Kynan Chenai’s meteoric rise in the sport of trap shooting has earned him an Olympic berth
Beyniaz Edulji

“Passion keeps me focused but what really drives me is the obsession to succeed,” says Kynan Chenai, (pictured) who recently made the cut and secured a seat with nine others to represent India for trap shooting in the forthcoming 2016 Olympics to be held in Rio de Janeiro. Understandably, the entire family is elated. Father Darius, a national level shooter had introduced the sport to his son when the latter was just 10 years old. The bright Indian shooting star Kynan has been national junior champ for six consecutive times.
Trap shooting is an expensive sport that needs sponsors. “I am sponsored by the arms company Berretta.  I am also supported by Olympic Gold Quest and funded by the Indian Government,” Kynan informs us.
Sourcing guns, ammunition and equipment in India is replete with hurdles. “Getting an arms license in India is very tough. Ploughing through the system is impossible. However, that said, the government has realized the worth of the sport and has invested in shooting ranges with equipment across the country where budding sportsmen can go and hire equipment and start,” Kynan affirms.
Born in Hyderabad on January 29, 1991, Kynan used to accompany his dad on camping and fishing trips, to shooting ranges and for international coaching too. The father and son bond over their love for travelling and passion for shooting, fishing and fast cars.
“As a kid, shooting is always interesting and especially seeing targets explode when one connects is quite exciting. Watching my dad shoot made me want to follow in his footsteps,” Kynan says.
Darius manages, coaches and guides him while mother Dinaz looks after his public relations, mental training and health aspects. Grandmothers Khoty Chenai and Nanki Parakh are also extremely encouraging and proud of his achievements.
Kynan spends long hours training and he listed out his extremely disciplined daily schedule on a typical training day: “Wake up 7.30 hours/Breakfast of oats and fruit/On the range at 9 a.m. /Shoot till 2 p.m./Lunch of chicken or tuna and veggies/Back on the range at 3 p.m./Shoot till 6 p.m./6.30 to 8.30 p.m. exercise/Then dinner and bed.”
Having done his A levels from Hebron school, Ootacamund, the athlete has a diploma in business management and sports management from Brunel university in London, UK. The hobbies that  help him relax in his spare time are working out, CrossFitness training, watching movies, reading and listening to music.
Asked which other profession would he have liked to take up if he was not a shooter, Kynan responds, “A career in sport, physical training or nutrition.”

 Kynan with mother Dinaz and father Darius (far right)

Though he travels much of the time, Kynan does not mind. “At my age there are no wife and children, no other responsibilities. I just have to travel and shoot.” Does he ever gets homesick and miss his family and friends? He answers wryly, “Sometimes I do.” But he stays in touch with friends in Hyderabad through social networking sites.
Among Indian shooters Kynan admires Manavjeet Singh Sandhu who he says “is India’s number one and his scores are inspirational to me.” The international shooters that Kynan looks up to are Giovanni Pellielo from Italy and Michael Diamond from Australia. “They have been the power houses of trap shooting for my generation.”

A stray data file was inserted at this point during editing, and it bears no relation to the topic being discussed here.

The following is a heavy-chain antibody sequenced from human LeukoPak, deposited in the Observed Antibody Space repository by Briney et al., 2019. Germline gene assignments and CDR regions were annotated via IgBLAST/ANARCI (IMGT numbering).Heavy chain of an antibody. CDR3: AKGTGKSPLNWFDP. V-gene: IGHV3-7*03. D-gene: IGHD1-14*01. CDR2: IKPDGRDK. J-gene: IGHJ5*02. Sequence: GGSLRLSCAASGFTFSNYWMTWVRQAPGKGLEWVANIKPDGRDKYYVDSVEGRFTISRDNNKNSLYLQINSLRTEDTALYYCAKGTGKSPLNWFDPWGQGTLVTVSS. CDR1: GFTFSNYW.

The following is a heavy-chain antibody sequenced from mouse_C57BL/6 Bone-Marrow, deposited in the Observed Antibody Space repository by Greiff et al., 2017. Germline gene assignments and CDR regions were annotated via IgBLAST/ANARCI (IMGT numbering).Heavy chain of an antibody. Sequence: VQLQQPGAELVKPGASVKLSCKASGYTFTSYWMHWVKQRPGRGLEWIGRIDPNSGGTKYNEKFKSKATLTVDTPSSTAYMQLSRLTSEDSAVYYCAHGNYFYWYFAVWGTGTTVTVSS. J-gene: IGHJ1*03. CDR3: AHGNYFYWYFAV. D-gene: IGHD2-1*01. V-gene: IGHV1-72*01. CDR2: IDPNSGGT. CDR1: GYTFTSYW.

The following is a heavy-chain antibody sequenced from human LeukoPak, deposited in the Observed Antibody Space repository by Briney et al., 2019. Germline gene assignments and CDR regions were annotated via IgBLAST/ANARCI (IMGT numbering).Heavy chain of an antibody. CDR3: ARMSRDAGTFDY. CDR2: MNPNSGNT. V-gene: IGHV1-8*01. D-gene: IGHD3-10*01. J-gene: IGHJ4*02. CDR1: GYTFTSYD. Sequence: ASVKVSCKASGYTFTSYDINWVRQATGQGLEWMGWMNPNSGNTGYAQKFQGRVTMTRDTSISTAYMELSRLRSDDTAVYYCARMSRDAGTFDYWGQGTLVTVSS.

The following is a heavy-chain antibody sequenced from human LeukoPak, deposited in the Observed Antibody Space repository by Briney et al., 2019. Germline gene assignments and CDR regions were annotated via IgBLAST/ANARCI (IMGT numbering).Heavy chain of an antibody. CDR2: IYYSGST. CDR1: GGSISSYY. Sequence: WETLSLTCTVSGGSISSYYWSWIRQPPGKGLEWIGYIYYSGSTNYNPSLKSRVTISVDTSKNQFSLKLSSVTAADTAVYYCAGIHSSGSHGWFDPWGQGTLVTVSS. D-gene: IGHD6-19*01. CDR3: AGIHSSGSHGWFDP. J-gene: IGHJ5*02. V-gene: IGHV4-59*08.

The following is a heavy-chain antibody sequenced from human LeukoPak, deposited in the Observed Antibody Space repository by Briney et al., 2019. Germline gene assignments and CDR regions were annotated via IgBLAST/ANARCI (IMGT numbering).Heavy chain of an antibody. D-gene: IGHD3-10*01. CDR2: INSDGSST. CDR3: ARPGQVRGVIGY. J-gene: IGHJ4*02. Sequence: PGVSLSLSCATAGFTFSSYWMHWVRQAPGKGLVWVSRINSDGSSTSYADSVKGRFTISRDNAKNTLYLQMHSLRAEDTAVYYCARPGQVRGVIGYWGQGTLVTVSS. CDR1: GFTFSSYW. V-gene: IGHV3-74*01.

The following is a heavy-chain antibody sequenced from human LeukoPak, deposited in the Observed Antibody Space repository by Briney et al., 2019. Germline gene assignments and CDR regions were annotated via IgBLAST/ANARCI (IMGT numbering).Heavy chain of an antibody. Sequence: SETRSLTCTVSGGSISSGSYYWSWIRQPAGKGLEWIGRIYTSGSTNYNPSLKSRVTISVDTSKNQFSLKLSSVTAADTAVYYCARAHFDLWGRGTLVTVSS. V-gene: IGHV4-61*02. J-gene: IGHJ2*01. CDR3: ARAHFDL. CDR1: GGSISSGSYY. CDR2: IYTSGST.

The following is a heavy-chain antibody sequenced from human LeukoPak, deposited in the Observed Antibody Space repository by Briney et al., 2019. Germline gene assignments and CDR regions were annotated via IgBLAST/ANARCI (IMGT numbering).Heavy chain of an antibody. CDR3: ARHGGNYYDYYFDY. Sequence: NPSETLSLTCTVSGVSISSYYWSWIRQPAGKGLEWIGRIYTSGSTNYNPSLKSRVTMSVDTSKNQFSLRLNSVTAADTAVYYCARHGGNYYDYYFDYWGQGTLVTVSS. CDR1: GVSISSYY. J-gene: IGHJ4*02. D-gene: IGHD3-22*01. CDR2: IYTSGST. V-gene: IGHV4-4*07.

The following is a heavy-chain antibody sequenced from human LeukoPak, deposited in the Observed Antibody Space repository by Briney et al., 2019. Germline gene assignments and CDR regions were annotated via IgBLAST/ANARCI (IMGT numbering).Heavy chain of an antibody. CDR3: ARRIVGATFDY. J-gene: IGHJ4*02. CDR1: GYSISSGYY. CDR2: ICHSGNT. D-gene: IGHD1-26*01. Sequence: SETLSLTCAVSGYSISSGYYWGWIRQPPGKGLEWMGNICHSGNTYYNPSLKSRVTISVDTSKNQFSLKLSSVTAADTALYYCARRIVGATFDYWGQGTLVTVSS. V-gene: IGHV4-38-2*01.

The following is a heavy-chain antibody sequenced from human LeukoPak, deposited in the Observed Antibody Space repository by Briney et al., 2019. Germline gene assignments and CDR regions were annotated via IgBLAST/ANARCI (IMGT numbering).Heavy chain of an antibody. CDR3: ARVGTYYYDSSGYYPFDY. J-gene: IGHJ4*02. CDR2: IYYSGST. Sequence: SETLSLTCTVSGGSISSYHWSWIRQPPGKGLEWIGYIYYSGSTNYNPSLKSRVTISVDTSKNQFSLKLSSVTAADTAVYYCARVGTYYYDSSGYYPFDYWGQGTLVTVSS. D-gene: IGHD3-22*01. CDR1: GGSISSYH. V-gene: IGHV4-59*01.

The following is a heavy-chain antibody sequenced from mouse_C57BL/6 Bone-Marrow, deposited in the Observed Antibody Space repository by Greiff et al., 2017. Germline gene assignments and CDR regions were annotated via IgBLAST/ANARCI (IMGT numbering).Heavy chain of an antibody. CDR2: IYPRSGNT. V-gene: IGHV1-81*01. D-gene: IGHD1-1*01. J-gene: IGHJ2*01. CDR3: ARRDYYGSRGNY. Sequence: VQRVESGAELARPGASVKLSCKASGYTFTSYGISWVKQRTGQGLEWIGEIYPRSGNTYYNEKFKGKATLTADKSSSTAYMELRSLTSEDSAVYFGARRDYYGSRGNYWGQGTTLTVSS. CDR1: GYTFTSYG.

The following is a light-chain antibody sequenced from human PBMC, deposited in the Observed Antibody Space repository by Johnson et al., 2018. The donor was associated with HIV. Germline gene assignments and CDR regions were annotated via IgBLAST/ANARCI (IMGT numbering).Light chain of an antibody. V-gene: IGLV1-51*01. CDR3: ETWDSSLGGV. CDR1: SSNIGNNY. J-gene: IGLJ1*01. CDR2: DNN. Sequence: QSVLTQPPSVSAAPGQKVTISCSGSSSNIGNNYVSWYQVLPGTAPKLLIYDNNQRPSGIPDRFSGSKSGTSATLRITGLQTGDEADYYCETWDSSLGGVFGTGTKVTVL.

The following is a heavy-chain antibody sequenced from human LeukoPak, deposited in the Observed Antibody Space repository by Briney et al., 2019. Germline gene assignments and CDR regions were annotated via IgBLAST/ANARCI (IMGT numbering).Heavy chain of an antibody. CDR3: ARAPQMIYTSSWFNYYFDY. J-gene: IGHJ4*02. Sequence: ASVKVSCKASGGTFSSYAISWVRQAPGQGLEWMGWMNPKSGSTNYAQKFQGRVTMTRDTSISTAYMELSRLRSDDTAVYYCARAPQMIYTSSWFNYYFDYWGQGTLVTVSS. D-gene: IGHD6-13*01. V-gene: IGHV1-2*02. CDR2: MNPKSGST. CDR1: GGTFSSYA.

Shooting is a fiercely competitive sport but bonhomie does exist. “When I am on the circuit I tend to speak to everyone, but when it comes to competition, shooters go into what they call their ‘zone’ and each one handles that in a different way; some laugh and joke and others are closed. I would say I am somewhere in the middle of those two extremes and I like to think that I have a happy mixture of the two sides.”
In a sport where a single point can make a difference to ranking, and with the highs of winning and the lows of losing, Kynan explains how he manages to strike a balance and cope. “That’s something every sportsman has to deal with. For me, personally, I get upset for a few days if I lose and then get over it, shake it off and jump straight back into training for the next competition. Because there is always some other big competition to look forward to, that’s the beauty of sport.”
Recent competitions he took part and fared well in were the world championship in Italy, the Asian Clay that took place in Iran, the Asian championship in Kuwait and the Indian national championship in Delhi all of which helped Chenai confirm his 2016 Olympic berth.
Kynan is also a trained life-guard and a school level swimming champ. A few years ago while camping with his father in Panchmeshwar, Uttarakhand, near the border between India and Nepal, he saved the lives of some picnickers who were in distress after trying to swim in the River Sarayu. He quickly jumped into the fast-flowing muddy waters to grab a person who had entered the river without knowing how to swim. Darius helped Kynan fish the unconscious person out of the river and the latter’s mouth-to-mouth resuscitation luckily revived the man.
Being a Zoroastrian means a lot to Kynan. “On my navjote, I requested my mother to make a placard saying ‘PROUD TO BE A ZOROASTRIAN’ which I placed on my car along with the flowers and balloon decoration,” he recalls.




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